LINDA WERTHEIMER, HOST:
This is MORNING EDITION, from NPR News. I'm Linda Wertheimer.
RENEE MONTAGNE, HOST:
And I'm Renee Montagne. In South Africa today, a stunning story unfolding, involving the Olympic athlete known as "Blade Runner." Oscar Pistorius has been charged with murder; accused of shooting his girlfriend in the hours before dawn, in his home in South Africa. Pistorius became world-famous as the first double-amputee to compete in the Olympics. Joining us now to talk about this is Lydia Polgreen. She's the South Africa correspondent for The New York Times. Good morning.
LYDIA POLGREEN: Good morning.
MONTAGNE: As of this moment, what do we know about what happened?
POLGREEN: Well, before dawn this morning, the police responded to a report of shots being fired at the home of Oscar Pistorius, who lives in a gated community in Pretoria. When the police arrived, they found paramedics working on the injured body of a woman who is 30 years old. The woman died on the spot. The police also recovered a 9 mm pistol.
They arrested the only other person who was present there, who is presumed to be Mr. Pistorius; and he has been charged with murder. At this moment - we were expecting that he would appear in court, but it seems that that hearing has been postponed for the moment.
MONTAGNE: But the charge is in. And one thing you reported, Lydia, earlier was that local media, South Africa local media, were reporting that Pistorius had told a friend, had said he mistook his girlfriend for an intruder. Has anything come of that, or is that story not right?
POLGREEN: Well, the police seem to be quite seriously debunking that - that story. It was circulating on Twitter. Several people in local media had reported that Oscar Pistorius had mistaken his girlfriend for an intruder, that perhaps she had snuck into his house to surprise him for Valentine's Day. But now, a very different picture of what took place is emerging. The police have said that they certainly did not give out any information of that nature. And in fact, neighbors of Mr. Pistorius have been telling the police that they heard shouting and screaming before the shots were fired.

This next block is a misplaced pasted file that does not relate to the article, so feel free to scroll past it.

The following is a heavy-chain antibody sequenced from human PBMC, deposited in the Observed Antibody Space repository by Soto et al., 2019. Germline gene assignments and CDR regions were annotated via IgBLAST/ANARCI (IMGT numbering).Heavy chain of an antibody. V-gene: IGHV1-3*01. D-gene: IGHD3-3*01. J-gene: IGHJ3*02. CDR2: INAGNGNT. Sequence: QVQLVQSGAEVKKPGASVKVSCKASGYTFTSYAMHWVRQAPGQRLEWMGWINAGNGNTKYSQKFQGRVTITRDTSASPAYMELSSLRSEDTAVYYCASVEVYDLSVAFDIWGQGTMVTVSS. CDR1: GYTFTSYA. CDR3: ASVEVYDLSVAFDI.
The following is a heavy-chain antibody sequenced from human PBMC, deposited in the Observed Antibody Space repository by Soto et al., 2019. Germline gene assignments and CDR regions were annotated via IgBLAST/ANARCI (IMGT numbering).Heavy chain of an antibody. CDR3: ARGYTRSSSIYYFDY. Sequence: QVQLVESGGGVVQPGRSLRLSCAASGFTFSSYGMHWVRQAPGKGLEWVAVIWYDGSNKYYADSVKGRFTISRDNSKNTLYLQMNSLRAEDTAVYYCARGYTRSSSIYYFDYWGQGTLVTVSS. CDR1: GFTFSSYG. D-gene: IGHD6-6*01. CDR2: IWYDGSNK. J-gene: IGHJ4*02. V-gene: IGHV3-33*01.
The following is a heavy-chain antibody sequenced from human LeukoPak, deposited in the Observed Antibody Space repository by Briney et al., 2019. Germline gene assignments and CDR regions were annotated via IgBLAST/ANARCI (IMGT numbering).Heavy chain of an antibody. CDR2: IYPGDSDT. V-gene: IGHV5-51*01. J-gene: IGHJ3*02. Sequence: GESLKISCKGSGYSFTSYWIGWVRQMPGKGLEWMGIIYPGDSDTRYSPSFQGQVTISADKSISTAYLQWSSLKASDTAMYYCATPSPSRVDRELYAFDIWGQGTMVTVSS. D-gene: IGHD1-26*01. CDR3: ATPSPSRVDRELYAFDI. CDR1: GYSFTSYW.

So I think that a very different picture of what occurred last - in the early hours of this morning is starting to emerge. The police have also said that they are going to oppose any application for bail for Mr. Pistorius, which is perhaps a reflection of how strong they feel their evidence is for a murder charge.
MONTAGNE: And where is Oscar Pistorius now?
MONTAGNE: In custody.
POLGREEN: Oscar Pistorius was taken to a hospital in Pretoria for some forensic medical tests. And those - after those tests are completed, he is scheduled to be brought to court for a hearing. It seems that that has been postponed, and that he will actually spend the night in the Pretoria jail. And the court hearing will take place tomorrow.
MONTAGNE: And as you just suggested, social media and also talk radio, they're all over this in South Africa. He is a big hero there. What kinds of things are they saying?
POLGREEN: Well, you know, initially this morning, you know, when I first started looking at Twitter, it was clear that there was an outpouring of support for Mr. Pistorius. He is revered in South Africa. And indeed, he's become an icon for disabled people all over the world - you know, the triumph over injury, much like the story of Lance Armstrong; you know, someone who's had terrible adversity and then triumphed. So initially, when it was a sense that he had perhaps mistakenly shot his girlfriend, there was a great deal of sympathy for him. And you have to remember that there is a very high level of crime in South Africa. Break-ins are very common and also, gun ownership is quite common. So that story, when it seemed plausible, got a lot of - got a lot of sympathy from people.
But as the day has gone on, you start to see messages that are much less supportive of Mr. Pistorius and wondering what exactly took place, resurfacing of allegations of public spats that he's had with previous girlfriends, questions about whether there has been domestic violence in his past. So it's a very different mood, you know, in public and on Twitter at the moment - now.
MONTAGNE: Well, thank you very much for sharing all that with us.
POLGREEN: Thank you.
MONTAGNE: The New York Times South Africa correspondent, Lydia Polgreen.
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